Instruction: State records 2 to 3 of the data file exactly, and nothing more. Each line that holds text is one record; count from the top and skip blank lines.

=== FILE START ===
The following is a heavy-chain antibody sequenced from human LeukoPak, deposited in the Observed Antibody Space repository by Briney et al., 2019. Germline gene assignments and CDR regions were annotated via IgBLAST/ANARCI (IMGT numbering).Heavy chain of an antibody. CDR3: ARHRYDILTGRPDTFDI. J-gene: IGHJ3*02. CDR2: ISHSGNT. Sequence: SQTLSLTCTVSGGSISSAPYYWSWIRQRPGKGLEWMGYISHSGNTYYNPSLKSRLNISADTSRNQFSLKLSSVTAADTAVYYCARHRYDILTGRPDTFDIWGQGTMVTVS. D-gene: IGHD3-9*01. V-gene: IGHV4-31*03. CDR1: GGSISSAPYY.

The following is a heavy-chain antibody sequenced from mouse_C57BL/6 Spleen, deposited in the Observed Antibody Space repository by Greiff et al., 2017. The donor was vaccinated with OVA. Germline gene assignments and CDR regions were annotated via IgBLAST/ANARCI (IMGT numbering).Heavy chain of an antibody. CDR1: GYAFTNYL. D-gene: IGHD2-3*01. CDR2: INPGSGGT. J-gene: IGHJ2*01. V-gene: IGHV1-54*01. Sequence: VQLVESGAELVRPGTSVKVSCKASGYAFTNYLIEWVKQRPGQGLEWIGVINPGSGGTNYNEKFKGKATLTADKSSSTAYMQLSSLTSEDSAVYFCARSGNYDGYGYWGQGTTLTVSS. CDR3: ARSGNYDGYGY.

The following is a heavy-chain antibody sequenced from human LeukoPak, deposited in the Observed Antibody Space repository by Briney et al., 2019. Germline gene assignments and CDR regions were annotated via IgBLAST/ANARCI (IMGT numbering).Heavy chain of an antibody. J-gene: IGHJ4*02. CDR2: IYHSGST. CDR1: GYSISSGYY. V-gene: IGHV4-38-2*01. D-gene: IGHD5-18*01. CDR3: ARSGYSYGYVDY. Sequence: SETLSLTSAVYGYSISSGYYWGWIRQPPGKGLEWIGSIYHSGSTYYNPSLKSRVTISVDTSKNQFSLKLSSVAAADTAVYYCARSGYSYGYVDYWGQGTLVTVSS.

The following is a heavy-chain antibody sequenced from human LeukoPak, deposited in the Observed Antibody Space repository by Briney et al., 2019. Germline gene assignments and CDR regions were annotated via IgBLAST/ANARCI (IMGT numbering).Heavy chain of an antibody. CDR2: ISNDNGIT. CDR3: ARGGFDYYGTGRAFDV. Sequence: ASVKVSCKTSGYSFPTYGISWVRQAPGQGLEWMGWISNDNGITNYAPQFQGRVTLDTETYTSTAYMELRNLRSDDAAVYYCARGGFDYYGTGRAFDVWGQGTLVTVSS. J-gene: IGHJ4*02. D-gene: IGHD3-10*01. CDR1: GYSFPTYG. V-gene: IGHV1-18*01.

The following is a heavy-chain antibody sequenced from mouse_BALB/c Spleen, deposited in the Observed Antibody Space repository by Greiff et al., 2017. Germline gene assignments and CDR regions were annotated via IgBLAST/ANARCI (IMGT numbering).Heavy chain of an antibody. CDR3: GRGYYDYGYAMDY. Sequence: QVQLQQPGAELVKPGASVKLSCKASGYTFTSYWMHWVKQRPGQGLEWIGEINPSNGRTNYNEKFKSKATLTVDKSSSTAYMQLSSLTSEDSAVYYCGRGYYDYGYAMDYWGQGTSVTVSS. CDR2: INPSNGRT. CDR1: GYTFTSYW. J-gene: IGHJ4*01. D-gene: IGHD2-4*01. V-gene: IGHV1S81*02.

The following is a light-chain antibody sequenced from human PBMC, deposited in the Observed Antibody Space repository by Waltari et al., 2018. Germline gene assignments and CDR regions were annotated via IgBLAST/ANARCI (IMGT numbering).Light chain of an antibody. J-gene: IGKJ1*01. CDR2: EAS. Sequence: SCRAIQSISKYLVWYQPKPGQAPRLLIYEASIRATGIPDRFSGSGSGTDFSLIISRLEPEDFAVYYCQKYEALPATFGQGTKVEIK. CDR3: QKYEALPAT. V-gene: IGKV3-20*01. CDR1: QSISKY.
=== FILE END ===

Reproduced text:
The following is a heavy-chain antibody sequenced from mouse_C57BL/6 Spleen, deposited in the Observed Antibody Space repository by Greiff et al., 2017. The donor was vaccinated with OVA. Germline gene assignments and CDR regions were annotated via IgBLAST/ANARCI (IMGT numbering).Heavy chain of an antibody. CDR1: GYAFTNYL. D-gene: IGHD2-3*01. CDR2: INPGSGGT. J-gene: IGHJ2*01. V-gene: IGHV1-54*01. Sequence: VQLVESGAELVRPGTSVKVSCKASGYAFTNYLIEWVKQRPGQGLEWIGVINPGSGGTNYNEKFKGKATLTADKSSSTAYMQLSSLTSEDSAVYFCARSGNYDGYGYWGQGTTLTVSS. CDR3: ARSGNYDGYGY.

The following is a heavy-chain antibody sequenced from human LeukoPak, deposited in the Observed Antibody Space repository by Briney et al., 2019. Germline gene assignments and CDR regions were annotated via IgBLAST/ANARCI (IMGT numbering).Heavy chain of an antibody. J-gene: IGHJ4*02. CDR2: IYHSGST. CDR1: GYSISSGYY. V-gene: IGHV4-38-2*01. D-gene: IGHD5-18*01. CDR3: ARSGYSYGYVDY. Sequence: SETLSLTSAVYGYSISSGYYWGWIRQPPGKGLEWIGSIYHSGSTYYNPSLKSRVTISVDTSKNQFSLKLSSVAAADTAVYYCARSGYSYGYVDYWGQGTLVTVSS.